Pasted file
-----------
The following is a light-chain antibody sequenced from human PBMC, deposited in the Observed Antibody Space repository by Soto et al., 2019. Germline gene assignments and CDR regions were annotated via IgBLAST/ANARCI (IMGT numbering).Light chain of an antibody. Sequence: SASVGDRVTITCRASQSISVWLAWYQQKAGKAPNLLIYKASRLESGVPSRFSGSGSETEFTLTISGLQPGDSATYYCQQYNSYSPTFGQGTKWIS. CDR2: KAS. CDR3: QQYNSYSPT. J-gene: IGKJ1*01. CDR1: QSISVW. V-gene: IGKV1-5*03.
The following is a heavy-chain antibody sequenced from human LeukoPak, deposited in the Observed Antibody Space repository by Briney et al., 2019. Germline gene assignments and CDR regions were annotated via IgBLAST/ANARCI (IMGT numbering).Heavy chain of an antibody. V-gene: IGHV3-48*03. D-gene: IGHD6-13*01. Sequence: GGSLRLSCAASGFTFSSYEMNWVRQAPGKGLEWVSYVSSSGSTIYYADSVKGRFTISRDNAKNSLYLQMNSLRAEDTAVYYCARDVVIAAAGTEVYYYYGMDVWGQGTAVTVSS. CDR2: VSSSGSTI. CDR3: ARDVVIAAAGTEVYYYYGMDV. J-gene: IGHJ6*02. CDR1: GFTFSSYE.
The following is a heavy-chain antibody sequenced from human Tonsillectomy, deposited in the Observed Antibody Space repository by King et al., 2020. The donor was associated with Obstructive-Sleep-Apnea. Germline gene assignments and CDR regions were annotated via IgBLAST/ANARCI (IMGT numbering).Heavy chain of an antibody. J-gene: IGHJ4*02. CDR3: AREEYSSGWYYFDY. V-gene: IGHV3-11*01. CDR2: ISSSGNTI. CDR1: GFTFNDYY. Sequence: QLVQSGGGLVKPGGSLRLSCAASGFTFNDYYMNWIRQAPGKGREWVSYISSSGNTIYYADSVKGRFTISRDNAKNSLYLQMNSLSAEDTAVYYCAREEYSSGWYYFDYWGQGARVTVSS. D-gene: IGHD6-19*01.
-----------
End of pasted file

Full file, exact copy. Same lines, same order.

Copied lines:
The following is a light-chain antibody sequenced from human PBMC, deposited in the Observed Antibody Space repository by Soto et al., 2019. Germline gene assignments and CDR regions were annotated via IgBLAST/ANARCI (IMGT numbering).Light chain of an antibody. Sequence: SASVGDRVTITCRASQSISVWLAWYQQKAGKAPNLLIYKASRLESGVPSRFSGSGSETEFTLTISGLQPGDSATYYCQQYNSYSPTFGQGTKWIS. CDR2: KAS. CDR3: QQYNSYSPT. J-gene: IGKJ1*01. CDR1: QSISVW. V-gene: IGKV1-5*03.
The following is a heavy-chain antibody sequenced from human LeukoPak, deposited in the Observed Antibody Space repository by Briney et al., 2019. Germline gene assignments and CDR regions were annotated via IgBLAST/ANARCI (IMGT numbering).Heavy chain of an antibody. V-gene: IGHV3-48*03. D-gene: IGHD6-13*01. Sequence: GGSLRLSCAASGFTFSSYEMNWVRQAPGKGLEWVSYVSSSGSTIYYADSVKGRFTISRDNAKNSLYLQMNSLRAEDTAVYYCARDVVIAAAGTEVYYYYGMDVWGQGTAVTVSS. CDR2: VSSSGSTI. CDR3: ARDVVIAAAGTEVYYYYGMDV. J-gene: IGHJ6*02. CDR1: GFTFSSYE.
The following is a heavy-chain antibody sequenced from human Tonsillectomy, deposited in the Observed Antibody Space repository by King et al., 2020. The donor was associated with Obstructive-Sleep-Apnea. Germline gene assignments and CDR regions were annotated via IgBLAST/ANARCI (IMGT numbering).Heavy chain of an antibody. J-gene: IGHJ4*02. CDR3: AREEYSSGWYYFDY. V-gene: IGHV3-11*01. CDR2: ISSSGNTI. CDR1: GFTFNDYY. Sequence: QLVQSGGGLVKPGGSLRLSCAASGFTFNDYYMNWIRQAPGKGREWVSYISSSGNTIYYADSVKGRFTISRDNAKNSLYLQMNSLSAEDTAVYYCAREEYSSGWYYFDYWGQGARVTVSS. D-gene: IGHD6-19*01.